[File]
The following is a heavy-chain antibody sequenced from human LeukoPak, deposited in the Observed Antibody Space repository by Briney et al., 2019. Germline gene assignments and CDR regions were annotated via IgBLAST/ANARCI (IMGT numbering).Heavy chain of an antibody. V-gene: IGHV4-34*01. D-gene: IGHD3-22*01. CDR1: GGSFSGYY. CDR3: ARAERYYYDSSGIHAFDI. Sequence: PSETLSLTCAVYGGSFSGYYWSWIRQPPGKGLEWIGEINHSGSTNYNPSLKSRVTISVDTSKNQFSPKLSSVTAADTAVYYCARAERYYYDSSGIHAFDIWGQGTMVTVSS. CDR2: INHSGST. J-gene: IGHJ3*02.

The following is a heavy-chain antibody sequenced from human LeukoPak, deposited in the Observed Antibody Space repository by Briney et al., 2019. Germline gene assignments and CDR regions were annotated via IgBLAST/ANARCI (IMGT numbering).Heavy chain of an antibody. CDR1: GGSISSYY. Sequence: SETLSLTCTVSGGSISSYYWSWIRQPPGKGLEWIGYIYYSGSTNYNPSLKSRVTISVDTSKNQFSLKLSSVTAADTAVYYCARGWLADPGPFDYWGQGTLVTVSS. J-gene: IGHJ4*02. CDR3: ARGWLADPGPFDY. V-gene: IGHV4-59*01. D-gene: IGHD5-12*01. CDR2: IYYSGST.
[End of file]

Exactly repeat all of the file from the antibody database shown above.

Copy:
The following is a heavy-chain antibody sequenced from human LeukoPak, deposited in the Observed Antibody Space repository by Briney et al., 2019. Germline gene assignments and CDR regions were annotated via IgBLAST/ANARCI (IMGT numbering).Heavy chain of an antibody. V-gene: IGHV4-34*01. D-gene: IGHD3-22*01. CDR1: GGSFSGYY. CDR3: ARAERYYYDSSGIHAFDI. Sequence: PSETLSLTCAVYGGSFSGYYWSWIRQPPGKGLEWIGEINHSGSTNYNPSLKSRVTISVDTSKNQFSPKLSSVTAADTAVYYCARAERYYYDSSGIHAFDIWGQGTMVTVSS. CDR2: INHSGST. J-gene: IGHJ3*02.

The following is a heavy-chain antibody sequenced from human LeukoPak, deposited in the Observed Antibody Space repository by Briney et al., 2019. Germline gene assignments and CDR regions were annotated via IgBLAST/ANARCI (IMGT numbering).Heavy chain of an antibody. CDR1: GGSISSYY. Sequence: SETLSLTCTVSGGSISSYYWSWIRQPPGKGLEWIGYIYYSGSTNYNPSLKSRVTISVDTSKNQFSLKLSSVTAADTAVYYCARGWLADPGPFDYWGQGTLVTVSS. J-gene: IGHJ4*02. CDR3: ARGWLADPGPFDY. V-gene: IGHV4-59*01. D-gene: IGHD5-12*01. CDR2: IYYSGST.